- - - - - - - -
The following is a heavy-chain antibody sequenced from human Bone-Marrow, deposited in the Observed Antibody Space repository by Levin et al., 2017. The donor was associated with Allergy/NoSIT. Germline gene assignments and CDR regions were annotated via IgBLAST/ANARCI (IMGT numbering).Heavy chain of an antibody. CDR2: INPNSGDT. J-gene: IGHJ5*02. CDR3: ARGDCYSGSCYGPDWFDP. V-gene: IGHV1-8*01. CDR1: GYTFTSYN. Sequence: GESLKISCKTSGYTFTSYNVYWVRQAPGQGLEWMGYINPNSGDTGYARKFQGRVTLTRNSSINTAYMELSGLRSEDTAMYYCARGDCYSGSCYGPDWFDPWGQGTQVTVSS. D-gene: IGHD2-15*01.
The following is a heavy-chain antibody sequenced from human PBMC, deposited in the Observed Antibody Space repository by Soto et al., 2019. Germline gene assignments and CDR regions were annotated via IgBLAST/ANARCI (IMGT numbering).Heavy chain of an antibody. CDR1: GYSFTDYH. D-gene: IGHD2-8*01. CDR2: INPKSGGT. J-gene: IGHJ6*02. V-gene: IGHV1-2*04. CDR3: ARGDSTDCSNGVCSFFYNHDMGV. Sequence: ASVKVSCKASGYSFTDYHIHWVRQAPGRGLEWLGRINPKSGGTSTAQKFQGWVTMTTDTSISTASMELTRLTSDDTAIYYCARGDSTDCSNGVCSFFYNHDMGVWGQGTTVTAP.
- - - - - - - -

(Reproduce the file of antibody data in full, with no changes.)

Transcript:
The following is a heavy-chain antibody sequenced from human Bone-Marrow, deposited in the Observed Antibody Space repository by Levin et al., 2017. The donor was associated with Allergy/NoSIT. Germline gene assignments and CDR regions were annotated via IgBLAST/ANARCI (IMGT numbering).Heavy chain of an antibody. CDR2: INPNSGDT. J-gene: IGHJ5*02. CDR3: ARGDCYSGSCYGPDWFDP. V-gene: IGHV1-8*01. CDR1: GYTFTSYN. Sequence: GESLKISCKTSGYTFTSYNVYWVRQAPGQGLEWMGYINPNSGDTGYARKFQGRVTLTRNSSINTAYMELSGLRSEDTAMYYCARGDCYSGSCYGPDWFDPWGQGTQVTVSS. D-gene: IGHD2-15*01.
The following is a heavy-chain antibody sequenced from human PBMC, deposited in the Observed Antibody Space repository by Soto et al., 2019. Germline gene assignments and CDR regions were annotated via IgBLAST/ANARCI (IMGT numbering).Heavy chain of an antibody. CDR1: GYSFTDYH. D-gene: IGHD2-8*01. CDR2: INPKSGGT. J-gene: IGHJ6*02. V-gene: IGHV1-2*04. CDR3: ARGDSTDCSNGVCSFFYNHDMGV. Sequence: ASVKVSCKASGYSFTDYHIHWVRQAPGRGLEWLGRINPKSGGTSTAQKFQGWVTMTTDTSISTASMELTRLTSDDTAIYYCARGDSTDCSNGVCSFFYNHDMGVWGQGTTVTAP.